Notebook: Jackson's football career officially over

Wisconsin's Vonte Jackson, who suffered a knee injury on Aug. 9 and has not practiced since, has decided to walk away from football due to chronic knee troubles.

Wisconsin's Vonte Jackson, who suffered a knee injury on Aug. 9 and has not practiced since, has decided to walk away from the sport due to chronic knee troubles.

Brian Mason / UW Athletic Communications

MADISON, Wis. -- Vonte Jackson's injury-plagued football career is officially over, Wisconsin coach Gary Andersen announced Thursday.

Jackson, who suffered a knee injury on Aug. 9 and has not practiced since, has decided to walk away from the sport due to chronic knee troubles. The redshirt sophomore from Kenosha, Wis., tore three ACLs over the past three seasons before his latest setback, which Andersen said was not another tear.

"It looks like Vonte is going to have to take a medical (aid), unfortunately," Andersen said. "But he's in a good spot. We've discussed it. We've spent time together. His family is on board. Everybody knows it's the best thing, and he's made pretty much that decision as we continue to move forward."

Jackson tore his left ACL as a high school senior during Kenosha Bradford's season opener against Milwaukee Riverside back on Aug. 19, 2011. He tore his right ACL a year later in the last week of the 2012 fall camp and tore the same ACL during workouts last summer.

During Wisconsin's media day on Aug. 1, Jackson sounded upbeat about rejoining the team and spoke openly about why he hadn't yet given up.

"I love the sport," Jackson said. "If I didn't love it, I would have been done a long time ago. Honestly, the only time I really ever think of it is when I get asked of it. I try not to think about it. It's only going to hold me back mentally."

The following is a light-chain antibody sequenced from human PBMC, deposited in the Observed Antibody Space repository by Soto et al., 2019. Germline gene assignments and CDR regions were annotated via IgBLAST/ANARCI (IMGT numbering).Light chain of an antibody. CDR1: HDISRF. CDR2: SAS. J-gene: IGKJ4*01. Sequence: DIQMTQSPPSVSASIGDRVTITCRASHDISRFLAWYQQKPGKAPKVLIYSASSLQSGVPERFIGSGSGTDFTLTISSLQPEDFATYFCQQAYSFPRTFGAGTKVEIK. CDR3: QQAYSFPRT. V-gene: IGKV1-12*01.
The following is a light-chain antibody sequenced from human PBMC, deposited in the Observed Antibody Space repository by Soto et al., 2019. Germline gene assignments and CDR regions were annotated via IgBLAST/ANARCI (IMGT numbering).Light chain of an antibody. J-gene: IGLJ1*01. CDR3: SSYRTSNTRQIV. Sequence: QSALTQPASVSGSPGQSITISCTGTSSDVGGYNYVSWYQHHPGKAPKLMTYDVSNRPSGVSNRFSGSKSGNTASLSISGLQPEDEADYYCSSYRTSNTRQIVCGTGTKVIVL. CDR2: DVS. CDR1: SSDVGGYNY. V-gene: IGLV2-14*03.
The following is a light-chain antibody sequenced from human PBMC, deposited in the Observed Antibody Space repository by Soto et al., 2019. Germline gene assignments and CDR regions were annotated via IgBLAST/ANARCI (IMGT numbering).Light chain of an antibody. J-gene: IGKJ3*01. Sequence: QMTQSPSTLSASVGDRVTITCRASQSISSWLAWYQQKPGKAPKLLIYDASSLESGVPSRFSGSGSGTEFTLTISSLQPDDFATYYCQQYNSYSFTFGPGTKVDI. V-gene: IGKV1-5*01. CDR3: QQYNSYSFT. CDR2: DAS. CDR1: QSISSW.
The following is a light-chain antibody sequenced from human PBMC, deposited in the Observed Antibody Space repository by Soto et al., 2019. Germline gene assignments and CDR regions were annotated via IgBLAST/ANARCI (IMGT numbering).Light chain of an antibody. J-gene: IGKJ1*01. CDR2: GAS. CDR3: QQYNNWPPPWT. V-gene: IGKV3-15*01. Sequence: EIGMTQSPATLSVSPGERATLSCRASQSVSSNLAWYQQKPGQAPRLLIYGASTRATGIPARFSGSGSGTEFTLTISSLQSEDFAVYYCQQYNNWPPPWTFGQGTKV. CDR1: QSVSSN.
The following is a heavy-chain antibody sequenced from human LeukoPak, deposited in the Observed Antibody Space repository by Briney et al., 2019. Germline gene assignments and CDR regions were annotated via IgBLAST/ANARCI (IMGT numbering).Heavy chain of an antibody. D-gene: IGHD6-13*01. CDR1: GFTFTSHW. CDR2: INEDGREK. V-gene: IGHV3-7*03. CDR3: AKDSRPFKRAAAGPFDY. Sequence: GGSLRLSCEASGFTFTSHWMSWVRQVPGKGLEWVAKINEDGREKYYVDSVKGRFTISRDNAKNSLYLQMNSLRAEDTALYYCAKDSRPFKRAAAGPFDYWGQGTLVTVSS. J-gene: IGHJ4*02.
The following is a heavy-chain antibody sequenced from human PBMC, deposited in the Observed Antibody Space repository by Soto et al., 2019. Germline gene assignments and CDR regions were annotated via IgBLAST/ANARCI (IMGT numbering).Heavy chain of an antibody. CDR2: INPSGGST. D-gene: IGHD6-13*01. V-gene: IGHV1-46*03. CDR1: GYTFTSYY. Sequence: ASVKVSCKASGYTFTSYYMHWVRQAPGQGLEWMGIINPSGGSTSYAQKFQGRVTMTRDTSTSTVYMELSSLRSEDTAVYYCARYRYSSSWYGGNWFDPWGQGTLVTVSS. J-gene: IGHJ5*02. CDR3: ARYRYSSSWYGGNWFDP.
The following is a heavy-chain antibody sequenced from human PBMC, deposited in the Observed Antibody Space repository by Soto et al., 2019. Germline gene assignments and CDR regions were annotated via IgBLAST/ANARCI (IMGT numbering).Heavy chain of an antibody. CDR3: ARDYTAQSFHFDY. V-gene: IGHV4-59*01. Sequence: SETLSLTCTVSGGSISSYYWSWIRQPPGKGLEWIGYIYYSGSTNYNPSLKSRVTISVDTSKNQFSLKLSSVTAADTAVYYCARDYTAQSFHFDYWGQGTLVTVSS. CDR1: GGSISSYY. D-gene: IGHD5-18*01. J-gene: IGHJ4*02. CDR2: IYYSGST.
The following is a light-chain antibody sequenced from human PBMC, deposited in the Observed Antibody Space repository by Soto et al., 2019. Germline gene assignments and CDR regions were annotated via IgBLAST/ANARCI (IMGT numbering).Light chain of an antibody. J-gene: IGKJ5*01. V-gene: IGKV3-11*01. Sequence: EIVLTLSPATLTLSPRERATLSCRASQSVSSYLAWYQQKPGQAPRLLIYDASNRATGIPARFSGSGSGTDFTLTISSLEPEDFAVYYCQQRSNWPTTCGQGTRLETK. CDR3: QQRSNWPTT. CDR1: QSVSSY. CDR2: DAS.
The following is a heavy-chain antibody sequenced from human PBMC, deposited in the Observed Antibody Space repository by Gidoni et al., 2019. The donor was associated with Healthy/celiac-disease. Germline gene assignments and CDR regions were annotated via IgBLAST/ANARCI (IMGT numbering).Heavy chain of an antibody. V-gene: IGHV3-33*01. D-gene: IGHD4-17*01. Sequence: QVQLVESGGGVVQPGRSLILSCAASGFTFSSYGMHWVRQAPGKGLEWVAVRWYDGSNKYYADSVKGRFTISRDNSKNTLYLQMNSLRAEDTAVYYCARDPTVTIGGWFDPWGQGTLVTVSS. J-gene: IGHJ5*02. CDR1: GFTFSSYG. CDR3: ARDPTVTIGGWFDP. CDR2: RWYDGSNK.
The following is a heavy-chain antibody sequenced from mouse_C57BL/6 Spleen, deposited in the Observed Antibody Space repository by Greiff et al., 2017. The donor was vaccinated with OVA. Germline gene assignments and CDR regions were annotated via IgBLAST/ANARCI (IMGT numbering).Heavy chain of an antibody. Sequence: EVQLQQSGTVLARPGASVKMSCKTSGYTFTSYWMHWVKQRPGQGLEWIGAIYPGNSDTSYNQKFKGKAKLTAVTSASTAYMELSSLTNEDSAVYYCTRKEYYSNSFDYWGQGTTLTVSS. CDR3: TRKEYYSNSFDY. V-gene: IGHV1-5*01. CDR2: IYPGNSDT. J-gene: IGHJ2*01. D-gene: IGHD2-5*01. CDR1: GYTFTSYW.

During fall camp, Jackson had tried to make the team as a converted safety but fell back on the depth chart. He switched to his natural position of running back when third-string tailback Taiwan Deal was out with an injury. That same day, however, is when Jackson injured his knee.

"I feel bad about it, but I feel good that he can move on in life now," Andersen said. "He can close that chapter and let's go onward."

New D-line: With the days quickly winding toward Wisconsin's season opener against LSU, the Badgers' coaching staff has made an interesting change to its starting defense, moving nose guard Warren Herring to defensive end and replacing him with end Konrad Zagzebski.

"That's the way we're going to move into that game," Andersen said. "I think it gives us a great opportunity for Warren to be a playmaker at the defensive end spot in certain situations. Zags moves inside where he's been very comfortable for the last two days."

Herring finished tied for second on the team a year ago with 4.0 sacks while splitting nose guard duties with starter Beau Allen.

"(It's the) best position as we've seen kids develop, as we've seen them grow and be in the spots that they're at in certain packages," Andersen said. "Now, that's a package. It's not all the time with Warren. He'll be an inside tackle a lot of times, but certain packages he will play in and Zags will play at the nose guard spot. Both those kids have got to be on the field a lot."

Arthur Goldberg will serve as the team's backup nose guard. Andersen said the No. 3 nose guard might have to come from one of the team's defensive ends.

Deal third RB: Andersen said freshman Taiwan Deal had earned the No. 3 running back spot to open the season. On Monday, Andersen noted fellow freshman Caleb Kinlaw could challenge Deal.